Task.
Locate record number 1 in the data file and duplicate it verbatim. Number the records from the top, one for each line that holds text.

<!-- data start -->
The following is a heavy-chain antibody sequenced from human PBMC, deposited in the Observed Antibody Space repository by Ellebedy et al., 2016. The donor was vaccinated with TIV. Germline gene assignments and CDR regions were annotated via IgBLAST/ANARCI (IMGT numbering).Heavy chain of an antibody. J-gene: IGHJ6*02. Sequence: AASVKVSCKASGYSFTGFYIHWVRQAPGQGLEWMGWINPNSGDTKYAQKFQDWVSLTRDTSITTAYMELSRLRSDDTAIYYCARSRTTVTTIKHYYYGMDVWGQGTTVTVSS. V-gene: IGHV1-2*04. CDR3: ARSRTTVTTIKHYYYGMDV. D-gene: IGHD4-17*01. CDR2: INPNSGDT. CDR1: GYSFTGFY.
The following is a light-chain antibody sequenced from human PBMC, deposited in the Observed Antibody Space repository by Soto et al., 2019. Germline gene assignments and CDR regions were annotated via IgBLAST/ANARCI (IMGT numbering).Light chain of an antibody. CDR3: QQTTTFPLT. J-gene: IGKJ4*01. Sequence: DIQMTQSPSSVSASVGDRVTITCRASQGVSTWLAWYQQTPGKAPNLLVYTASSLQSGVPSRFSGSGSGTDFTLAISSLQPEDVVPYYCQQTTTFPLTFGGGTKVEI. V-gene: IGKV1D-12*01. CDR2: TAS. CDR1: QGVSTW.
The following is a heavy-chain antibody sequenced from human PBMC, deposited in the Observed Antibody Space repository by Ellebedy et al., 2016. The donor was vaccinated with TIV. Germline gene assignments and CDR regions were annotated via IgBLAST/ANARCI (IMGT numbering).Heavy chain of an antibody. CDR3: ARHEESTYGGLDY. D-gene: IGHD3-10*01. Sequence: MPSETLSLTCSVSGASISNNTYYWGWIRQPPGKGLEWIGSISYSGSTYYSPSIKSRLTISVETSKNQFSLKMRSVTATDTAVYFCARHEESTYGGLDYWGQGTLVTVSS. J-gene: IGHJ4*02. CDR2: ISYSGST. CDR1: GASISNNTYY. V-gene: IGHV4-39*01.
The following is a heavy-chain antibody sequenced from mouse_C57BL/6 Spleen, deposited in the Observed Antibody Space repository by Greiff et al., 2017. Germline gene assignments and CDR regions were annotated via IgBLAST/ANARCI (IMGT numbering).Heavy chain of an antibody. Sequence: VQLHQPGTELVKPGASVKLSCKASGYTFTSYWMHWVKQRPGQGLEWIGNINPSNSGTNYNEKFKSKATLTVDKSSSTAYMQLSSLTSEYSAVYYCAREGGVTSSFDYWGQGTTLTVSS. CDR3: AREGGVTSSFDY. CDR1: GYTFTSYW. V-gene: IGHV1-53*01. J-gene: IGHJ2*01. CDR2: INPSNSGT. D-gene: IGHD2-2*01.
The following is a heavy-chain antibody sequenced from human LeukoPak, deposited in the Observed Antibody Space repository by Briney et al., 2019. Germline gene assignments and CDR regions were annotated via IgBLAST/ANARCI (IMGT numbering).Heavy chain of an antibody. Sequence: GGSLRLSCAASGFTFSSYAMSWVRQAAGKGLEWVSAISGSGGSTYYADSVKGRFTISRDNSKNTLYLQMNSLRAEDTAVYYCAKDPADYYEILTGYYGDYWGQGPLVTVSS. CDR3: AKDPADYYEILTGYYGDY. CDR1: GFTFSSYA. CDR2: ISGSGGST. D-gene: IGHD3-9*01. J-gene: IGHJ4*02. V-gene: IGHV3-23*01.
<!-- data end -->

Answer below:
The following is a heavy-chain antibody sequenced from human PBMC, deposited in the Observed Antibody Space repository by Ellebedy et al., 2016. The donor was vaccinated with TIV. Germline gene assignments and CDR regions were annotated via IgBLAST/ANARCI (IMGT numbering).Heavy chain of an antibody. J-gene: IGHJ6*02. Sequence: AASVKVSCKASGYSFTGFYIHWVRQAPGQGLEWMGWINPNSGDTKYAQKFQDWVSLTRDTSITTAYMELSRLRSDDTAIYYCARSRTTVTTIKHYYYGMDVWGQGTTVTVSS. V-gene: IGHV1-2*04. CDR3: ARSRTTVTTIKHYYYGMDV. D-gene: IGHD4-17*01. CDR2: INPNSGDT. CDR1: GYSFTGFY.